Posted by litebug, a resident of the Duveneck/St. Francis neighborhood, on Apr 8, 2007 at 12:06 am
I may be wrong but I think that what Phil posted ("ooh that smell") is an old (70's?) song lyric. I can't remember the name of the group but I think it was one of those Southern rock groups, possibly Lynyrd Skynyrd, or another of that genre. So much for your nasty, uninformed reply to Phil, Mr/Ms/Miss "Oooh La La"!
On a more serious note, we got a lot of very bad smelling smoke here near 101 but, unlike residents in nearby communities, we got NO warnings of any kind. I subscribe to the EDIS email bulletins and regularly get their warning emails when there are toxic releases from the refineries, etc. but nothing came from them either. When I first saw and smelled the smoke I logged on here at P.A. Online but found nothing. There was nothing on the local TV stations. Finally my husband called 911, which may or may not have been the proper thing to do. He was told there was a fire in Redwood City but wasn't told the smoke could be toxic or what precautions to take. In other words, we were once again completely on our own, just as we were in the flood of '98. Once again we got no phone warning, same as on 12/31/05 when we came within a few inches of flooding again. Once again the "powers that be" in Palo Alto have let us down...not provided important information in a timely manner, in a situation involving public safety. I've abandoned hope of any improvement.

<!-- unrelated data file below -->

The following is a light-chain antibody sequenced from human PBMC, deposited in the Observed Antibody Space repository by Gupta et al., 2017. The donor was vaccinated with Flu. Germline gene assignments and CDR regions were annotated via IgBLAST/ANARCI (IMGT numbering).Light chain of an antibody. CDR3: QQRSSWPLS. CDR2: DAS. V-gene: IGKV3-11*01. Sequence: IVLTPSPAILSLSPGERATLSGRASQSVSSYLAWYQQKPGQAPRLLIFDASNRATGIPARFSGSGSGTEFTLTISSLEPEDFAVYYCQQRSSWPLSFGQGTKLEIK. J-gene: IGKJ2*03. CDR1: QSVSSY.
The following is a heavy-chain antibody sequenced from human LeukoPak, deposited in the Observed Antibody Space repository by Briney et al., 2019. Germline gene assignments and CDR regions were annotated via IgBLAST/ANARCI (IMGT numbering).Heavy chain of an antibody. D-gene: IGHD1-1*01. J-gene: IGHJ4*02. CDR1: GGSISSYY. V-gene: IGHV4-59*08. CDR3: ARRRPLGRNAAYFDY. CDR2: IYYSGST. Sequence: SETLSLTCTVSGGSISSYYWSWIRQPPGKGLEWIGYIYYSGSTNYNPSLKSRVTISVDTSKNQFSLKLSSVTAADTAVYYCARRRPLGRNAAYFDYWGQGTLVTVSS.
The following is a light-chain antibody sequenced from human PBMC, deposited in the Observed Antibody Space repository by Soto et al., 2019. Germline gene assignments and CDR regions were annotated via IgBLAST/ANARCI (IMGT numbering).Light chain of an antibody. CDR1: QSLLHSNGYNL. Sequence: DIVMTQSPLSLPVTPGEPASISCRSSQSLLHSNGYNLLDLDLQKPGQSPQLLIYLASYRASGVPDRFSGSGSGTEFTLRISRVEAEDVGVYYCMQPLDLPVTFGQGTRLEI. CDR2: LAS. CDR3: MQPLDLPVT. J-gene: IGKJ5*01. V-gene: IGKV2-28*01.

Posted by Biteme, a resident of the Fairmeadow neighborhood, on Apr 8, 2007 at 10:03 am
Why would anyone need to be told that kind of thick, stinky haze was toxic? It was obvious! Sure I wanted to know what was going on; but I'm smart enough to figure out the obvious on my own. Lump this together with unnecessary SUVs, global warming, and the rest, we're killing this planet and have only ourselves to blame.
Posted by Phil Lanthrop, a resident of the Community Center neighborhood, on Apr 8, 2007 at 10:04 am
thought that most of you would know that those were song lyrics from a southern rock band that was quite well known....thanks for coming to my assistance neighbors.....no offense intended there....oooh la anger........ease up.....look for some eggs.......is it safe to come outsdie now?